The style that I wanted to go for would be a wormhole with no neck. This is the simplest to simulate as it would appear as a sphere in space, where the surface of the sphere would look like it was looking out the other side.
This would have been relatively simple to produce in the game as a camera could be used at the destination of the wormhole which would then make up the texture on the originating hole.
A still from Scott Manly's video, where the neck size is zero

Asteroid belt

Although I managed to create a cool representation of asteroids where the model was made in blender based on this tutorial, I always wanted to implement an asteroid belt. My idea for it would be that it was the wild west of the solar system. Around the planets you were under the jurisdiction of the planet governments and so would be reprimanded for failing to abide by their laws. I wanted to include random customs checks much like there was in the original elite (as well as a chance of encountering pirates).
The asteroid belt would have been filled with mysterious objects. I did have a plan to try and have these generated by the game itself by creating a category of object where the description of the object would then come from all the kinds of that object that could be found in Wikipedia. This way somewhat loosely based on the objects that could be found on various planets in the spore galaxy. The idea is to try and produce as much game as possible while still only being one developer myself.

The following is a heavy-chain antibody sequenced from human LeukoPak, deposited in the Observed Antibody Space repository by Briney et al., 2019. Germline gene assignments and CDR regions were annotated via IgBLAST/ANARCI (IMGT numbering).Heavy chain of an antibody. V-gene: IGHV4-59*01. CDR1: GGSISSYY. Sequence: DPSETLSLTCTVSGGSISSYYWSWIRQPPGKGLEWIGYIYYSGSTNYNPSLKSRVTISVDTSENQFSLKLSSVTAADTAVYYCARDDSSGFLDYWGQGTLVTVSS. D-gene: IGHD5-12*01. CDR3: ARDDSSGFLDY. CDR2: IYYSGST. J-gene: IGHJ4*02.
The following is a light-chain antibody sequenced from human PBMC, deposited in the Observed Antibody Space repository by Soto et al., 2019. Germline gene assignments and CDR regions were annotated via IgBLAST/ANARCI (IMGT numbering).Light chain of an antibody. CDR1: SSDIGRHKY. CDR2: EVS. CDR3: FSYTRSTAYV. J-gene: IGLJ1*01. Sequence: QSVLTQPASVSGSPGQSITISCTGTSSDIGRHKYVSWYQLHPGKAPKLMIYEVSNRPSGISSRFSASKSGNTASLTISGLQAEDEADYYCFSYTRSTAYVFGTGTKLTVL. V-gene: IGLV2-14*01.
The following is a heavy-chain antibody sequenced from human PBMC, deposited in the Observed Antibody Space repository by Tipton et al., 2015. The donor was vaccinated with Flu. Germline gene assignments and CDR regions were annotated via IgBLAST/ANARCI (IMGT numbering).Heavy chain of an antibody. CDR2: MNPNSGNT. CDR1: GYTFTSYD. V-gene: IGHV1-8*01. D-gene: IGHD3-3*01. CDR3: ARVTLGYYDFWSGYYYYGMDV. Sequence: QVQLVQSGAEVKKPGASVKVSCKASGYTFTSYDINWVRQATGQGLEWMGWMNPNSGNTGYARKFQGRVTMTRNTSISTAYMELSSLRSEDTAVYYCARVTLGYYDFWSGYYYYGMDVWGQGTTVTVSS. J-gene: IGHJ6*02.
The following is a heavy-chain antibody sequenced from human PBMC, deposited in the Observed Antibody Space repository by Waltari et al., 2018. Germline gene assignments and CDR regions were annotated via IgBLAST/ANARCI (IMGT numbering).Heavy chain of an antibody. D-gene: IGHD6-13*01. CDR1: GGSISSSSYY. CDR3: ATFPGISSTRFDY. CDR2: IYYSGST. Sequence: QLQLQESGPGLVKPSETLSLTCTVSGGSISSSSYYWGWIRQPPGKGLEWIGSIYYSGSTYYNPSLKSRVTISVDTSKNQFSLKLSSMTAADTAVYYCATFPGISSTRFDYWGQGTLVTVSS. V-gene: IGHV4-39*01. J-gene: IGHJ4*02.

I have always been interested in economics, something which drew me to fintech. I wanted the economies of the game to feel real. For them to be breathing, having different products become more or less valuable. Have food shortages and economic collapse through speculation. I wanted differences in regulation between the governments to create arbitrage opportunities for the player. Where if the player got large enough they themselves could affect the price.
I had a design for cargo ships that were based around lots of containers between a shield and a booster. I wanted the number of container ships you could see in orbit to mirror the way the economy of the planet was going.
I realise now the ambition of my goals with respect to the realism of the economics in the game. I still find it fun to imagine.

This post

So although I wanted to post every Sunday this, the third post, is late. This is somewhat due to its size, it is far bigger than the previous two. It is also because I was undecided on if this, or another one of the partially written blogs I have should be posted.
I found this piece harder to write partially because of its size, but also because this game was developed over such a long period of time, the amount of ideas is far greater than I could recall in the time I have given myself to do so.
The other thing I have found more challenging is the style of the post. Rather than trying to explain something like last week's post I am without much direction posting the ideas I had for a project I no longer work on.
Next week I am hoping to post on time, and post something shorter.